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The Father, the Son, and the Spirit
In the Post-Apostolic Church: Part Two
By Gary F. Zeolla
What did Christians immediately after the time of the apostles believe about the relationship of the Father, the Son, and the Holy Spirit? Part One of this article looked at important Church documents of the early second century. This part will study the works of Church Fathers from the late second to mid-third centuries.
Athenagoras (Late Second Century)
Athenagoras was a professor of philosophy in Athens. He originally intended to write a treatise against Christianity. So, as a true scholar, he began studying the Scriptures in order to be able to more effectually refute them. But instead he, "became convinced of their truth, and consequently, turned from being a persecutor to an ardent defender of the Christian faith" (Moyer, p.21; cp. Gal 1:23).
Athenagoras' most important work is called, A Plea for the Christians. In this book he explains and defends Christian beliefs and values.
He begins by discussing the Christian belief about the nature of God, "Our doctrine acknowledges ONE GOD, the Maker of the universe, who Himself is UNCREATED (for that which is does not come to be, but that which is not) but has MADE ALL THINGS BY THE LOGOS which is from Him" (Bush, p.38; Psalm 33:6; 90:2; John 1:3).
So Athenagoras believed "all things" were created by the Logos. He thus separates the Son from the creation. Also note, for Athenagoras, "uncreated" means something which "does not come to be" (see Exod 3:14).
He further states that Christians, "... acknowledge and firmly hold that He is God who has framed ALL THINGS by the Logos, and HOLDS THEM IN PLACE BY HIS SPIRIT" (Bush, p.40). If "all" created things are held in place by the Spirit, the Spirit cannot be a part of the created things but must also be eternal (Heb 9:14).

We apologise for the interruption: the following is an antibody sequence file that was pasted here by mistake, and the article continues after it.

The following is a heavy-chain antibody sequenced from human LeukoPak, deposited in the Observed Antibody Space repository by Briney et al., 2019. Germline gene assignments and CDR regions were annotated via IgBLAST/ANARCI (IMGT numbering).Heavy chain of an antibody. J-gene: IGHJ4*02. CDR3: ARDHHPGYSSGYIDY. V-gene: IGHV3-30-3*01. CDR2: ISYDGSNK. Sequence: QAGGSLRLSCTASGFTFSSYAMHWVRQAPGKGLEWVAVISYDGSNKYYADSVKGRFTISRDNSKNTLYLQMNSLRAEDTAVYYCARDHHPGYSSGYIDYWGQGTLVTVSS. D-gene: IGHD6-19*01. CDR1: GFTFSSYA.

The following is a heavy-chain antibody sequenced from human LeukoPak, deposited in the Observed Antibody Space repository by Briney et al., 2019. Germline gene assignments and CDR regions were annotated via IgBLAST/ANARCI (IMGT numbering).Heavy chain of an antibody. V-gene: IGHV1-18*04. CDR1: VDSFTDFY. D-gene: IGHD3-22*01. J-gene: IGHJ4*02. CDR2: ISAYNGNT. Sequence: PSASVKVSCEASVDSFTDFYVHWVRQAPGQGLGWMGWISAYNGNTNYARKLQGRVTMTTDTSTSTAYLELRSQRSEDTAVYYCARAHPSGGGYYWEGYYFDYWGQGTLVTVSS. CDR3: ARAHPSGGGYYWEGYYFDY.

He next proclaims that Christians believe in "the unity of the Deity" and exposes, "the absurdities of polytheism" (Bush, pp.40-42; Isa 43:10; 45:20-25). He then declares, "... we acknowledge also a Son of God" (Prov 30:4).
Athenagoras explains the nature of this Son of God:
But the Son of God is the Logos of the Father, in idea and operation; for after the pattern of Him and by Him were all things made, THE FATHER AND SON BEING ONE. And, the Son being in the Father and the Father in the Son, IN ONENESS AND POWER OF SPIRIT, the understanding and reason of the Father is the Son of God.... HE IS THE FIRST PRODUCT OF GOD, NOT AS HAVING BEEN BROUGHT INTO EXISTENCE - for from the beginning, God, who is eternal mind, had the Logos in Himself, BEING FROM ETERNITY INSTINCT WITH LOGOS (Bush, pp. 42,43; Micah 5:2).
Athenagoras first says the Logos is "the first product of God." But before anyone can get the wrong impression that this statement means he believes the Son was created, he declares the Logos had "not been brought into existence." Remember his earlier definition of uncreated was, "did not come to be."
Also, the Father is said to have His Logos "from eternity." So whatever is meant by the Son being, "the first product of God" - it cannot mean He is created.